Acknowledging this element of user behaviour can create a real point of difference in the eyes of your target audience. It positions you as a company that really cares and understands the intricacies of a customer journey. Simply introducing a freeze or save option to a product/service or allowing the user to share what they have found can be much appreciated.
KLM do a nice job of acknowledging the behaviour of their users by allowing their users to lock airline seats to a specific date and time.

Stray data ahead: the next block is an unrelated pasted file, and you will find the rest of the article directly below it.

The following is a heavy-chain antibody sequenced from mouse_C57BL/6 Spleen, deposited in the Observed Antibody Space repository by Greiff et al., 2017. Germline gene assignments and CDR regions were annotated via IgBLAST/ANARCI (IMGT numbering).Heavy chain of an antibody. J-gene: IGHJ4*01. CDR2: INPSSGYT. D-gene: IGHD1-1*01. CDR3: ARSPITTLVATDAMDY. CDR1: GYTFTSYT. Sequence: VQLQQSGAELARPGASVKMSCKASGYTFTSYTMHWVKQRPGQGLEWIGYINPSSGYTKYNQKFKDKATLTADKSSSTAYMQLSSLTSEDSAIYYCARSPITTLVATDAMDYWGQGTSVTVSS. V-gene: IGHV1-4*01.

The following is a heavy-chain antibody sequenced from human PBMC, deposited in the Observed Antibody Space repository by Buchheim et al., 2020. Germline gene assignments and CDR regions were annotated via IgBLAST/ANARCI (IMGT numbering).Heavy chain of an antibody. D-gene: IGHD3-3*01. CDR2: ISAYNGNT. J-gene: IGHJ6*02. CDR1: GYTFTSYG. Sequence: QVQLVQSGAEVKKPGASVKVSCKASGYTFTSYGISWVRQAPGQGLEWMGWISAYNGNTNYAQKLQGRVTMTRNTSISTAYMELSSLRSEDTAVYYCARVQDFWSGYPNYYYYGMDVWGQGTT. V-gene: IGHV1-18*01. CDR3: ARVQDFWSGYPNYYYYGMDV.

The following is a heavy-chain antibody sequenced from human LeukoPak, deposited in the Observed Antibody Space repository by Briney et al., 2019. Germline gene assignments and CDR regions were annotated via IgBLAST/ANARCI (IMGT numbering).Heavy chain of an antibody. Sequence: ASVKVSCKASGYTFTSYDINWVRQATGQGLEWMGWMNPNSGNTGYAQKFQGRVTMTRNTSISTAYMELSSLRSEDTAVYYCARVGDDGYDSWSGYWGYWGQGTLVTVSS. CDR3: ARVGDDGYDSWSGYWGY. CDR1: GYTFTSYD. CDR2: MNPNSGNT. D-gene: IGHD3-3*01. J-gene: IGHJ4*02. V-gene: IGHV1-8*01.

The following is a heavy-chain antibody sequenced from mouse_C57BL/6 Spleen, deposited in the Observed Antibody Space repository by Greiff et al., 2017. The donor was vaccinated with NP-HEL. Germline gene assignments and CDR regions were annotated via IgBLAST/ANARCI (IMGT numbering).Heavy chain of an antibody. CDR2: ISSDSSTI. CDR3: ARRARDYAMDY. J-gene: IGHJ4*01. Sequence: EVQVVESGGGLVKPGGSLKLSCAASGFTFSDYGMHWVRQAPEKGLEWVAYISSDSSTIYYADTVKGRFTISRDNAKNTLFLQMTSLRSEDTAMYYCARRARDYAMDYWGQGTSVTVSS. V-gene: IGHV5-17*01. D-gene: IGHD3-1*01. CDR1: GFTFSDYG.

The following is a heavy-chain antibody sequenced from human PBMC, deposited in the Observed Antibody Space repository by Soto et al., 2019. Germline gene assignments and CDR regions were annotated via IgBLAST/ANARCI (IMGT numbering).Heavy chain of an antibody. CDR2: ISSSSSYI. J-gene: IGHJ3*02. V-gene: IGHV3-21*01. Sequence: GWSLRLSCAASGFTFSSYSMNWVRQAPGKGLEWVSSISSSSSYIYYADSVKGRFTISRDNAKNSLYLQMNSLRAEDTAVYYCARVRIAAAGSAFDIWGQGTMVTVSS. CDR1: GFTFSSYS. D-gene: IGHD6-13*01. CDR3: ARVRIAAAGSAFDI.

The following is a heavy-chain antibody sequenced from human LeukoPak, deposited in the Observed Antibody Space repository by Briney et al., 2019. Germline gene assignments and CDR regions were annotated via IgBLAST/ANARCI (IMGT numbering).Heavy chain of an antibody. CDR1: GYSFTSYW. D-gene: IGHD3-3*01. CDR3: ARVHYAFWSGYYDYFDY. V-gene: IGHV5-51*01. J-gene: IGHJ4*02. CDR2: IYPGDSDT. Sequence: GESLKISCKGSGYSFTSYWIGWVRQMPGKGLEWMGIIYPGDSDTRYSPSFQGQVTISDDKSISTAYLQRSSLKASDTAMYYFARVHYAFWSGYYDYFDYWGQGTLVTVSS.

Go forth & optimise!
That’s it for this look at shopping cart best practices and methods to improve checkout conversions. We hope you’ve found it useful and food for thought. In our next deep dive, we’ll take a look at form design to improve the checkout experience on mobile devices. Subscribe to our Blog and be the first to hear about all of our new articles, from UX best practices to website performance optimisation techniques. If you can’t wait that long, download our free Online Shopping Behaviours of Today’s Australians research report today!